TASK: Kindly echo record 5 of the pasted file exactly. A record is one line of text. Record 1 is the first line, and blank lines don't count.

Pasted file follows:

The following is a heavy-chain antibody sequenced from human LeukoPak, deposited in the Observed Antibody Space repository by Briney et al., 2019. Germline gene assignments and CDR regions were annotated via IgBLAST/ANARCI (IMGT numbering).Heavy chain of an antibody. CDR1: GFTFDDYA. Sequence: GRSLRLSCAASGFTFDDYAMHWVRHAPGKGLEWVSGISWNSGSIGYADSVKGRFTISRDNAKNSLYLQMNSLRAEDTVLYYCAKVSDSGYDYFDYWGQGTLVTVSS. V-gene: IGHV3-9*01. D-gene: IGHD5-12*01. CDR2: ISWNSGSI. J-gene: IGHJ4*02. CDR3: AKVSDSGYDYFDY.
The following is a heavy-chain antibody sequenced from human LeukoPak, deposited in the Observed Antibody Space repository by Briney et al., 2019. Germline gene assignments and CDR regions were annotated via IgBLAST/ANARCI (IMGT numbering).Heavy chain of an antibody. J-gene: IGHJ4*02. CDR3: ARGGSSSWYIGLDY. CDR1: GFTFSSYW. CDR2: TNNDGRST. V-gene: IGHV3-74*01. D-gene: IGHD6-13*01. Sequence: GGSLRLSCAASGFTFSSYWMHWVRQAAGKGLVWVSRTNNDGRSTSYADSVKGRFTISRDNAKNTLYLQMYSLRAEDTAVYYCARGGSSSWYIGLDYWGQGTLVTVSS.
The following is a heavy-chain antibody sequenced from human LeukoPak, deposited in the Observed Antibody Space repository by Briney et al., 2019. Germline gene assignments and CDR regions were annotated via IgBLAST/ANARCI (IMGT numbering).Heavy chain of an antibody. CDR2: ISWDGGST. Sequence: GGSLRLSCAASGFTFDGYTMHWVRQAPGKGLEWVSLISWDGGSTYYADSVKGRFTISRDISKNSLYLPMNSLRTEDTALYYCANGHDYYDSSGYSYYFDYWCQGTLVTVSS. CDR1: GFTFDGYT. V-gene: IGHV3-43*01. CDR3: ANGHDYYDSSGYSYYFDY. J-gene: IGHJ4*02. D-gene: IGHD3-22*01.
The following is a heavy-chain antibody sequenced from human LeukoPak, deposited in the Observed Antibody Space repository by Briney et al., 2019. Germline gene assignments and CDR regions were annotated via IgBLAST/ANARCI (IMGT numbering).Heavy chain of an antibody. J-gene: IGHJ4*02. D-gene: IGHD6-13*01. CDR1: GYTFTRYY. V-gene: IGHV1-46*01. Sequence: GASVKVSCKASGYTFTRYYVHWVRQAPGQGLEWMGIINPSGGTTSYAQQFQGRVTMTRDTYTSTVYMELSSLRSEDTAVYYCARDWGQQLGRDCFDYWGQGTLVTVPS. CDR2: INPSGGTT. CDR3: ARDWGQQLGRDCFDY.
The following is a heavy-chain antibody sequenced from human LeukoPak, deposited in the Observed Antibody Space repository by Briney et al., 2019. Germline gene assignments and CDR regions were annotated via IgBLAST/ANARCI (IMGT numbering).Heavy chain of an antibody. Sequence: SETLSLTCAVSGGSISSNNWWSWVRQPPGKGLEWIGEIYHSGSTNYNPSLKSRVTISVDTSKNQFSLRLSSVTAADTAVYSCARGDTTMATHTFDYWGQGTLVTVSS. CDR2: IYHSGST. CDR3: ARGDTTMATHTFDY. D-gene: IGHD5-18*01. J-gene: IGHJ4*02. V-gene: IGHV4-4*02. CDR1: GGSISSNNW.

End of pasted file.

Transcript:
The following is a heavy-chain antibody sequenced from human LeukoPak, deposited in the Observed Antibody Space repository by Briney et al., 2019. Germline gene assignments and CDR regions were annotated via IgBLAST/ANARCI (IMGT numbering).Heavy chain of an antibody. Sequence: SETLSLTCAVSGGSISSNNWWSWVRQPPGKGLEWIGEIYHSGSTNYNPSLKSRVTISVDTSKNQFSLRLSSVTAADTAVYSCARGDTTMATHTFDYWGQGTLVTVSS. CDR2: IYHSGST. CDR3: ARGDTTMATHTFDY. D-gene: IGHD5-18*01. J-gene: IGHJ4*02. V-gene: IGHV4-4*02. CDR1: GGSISSNNW.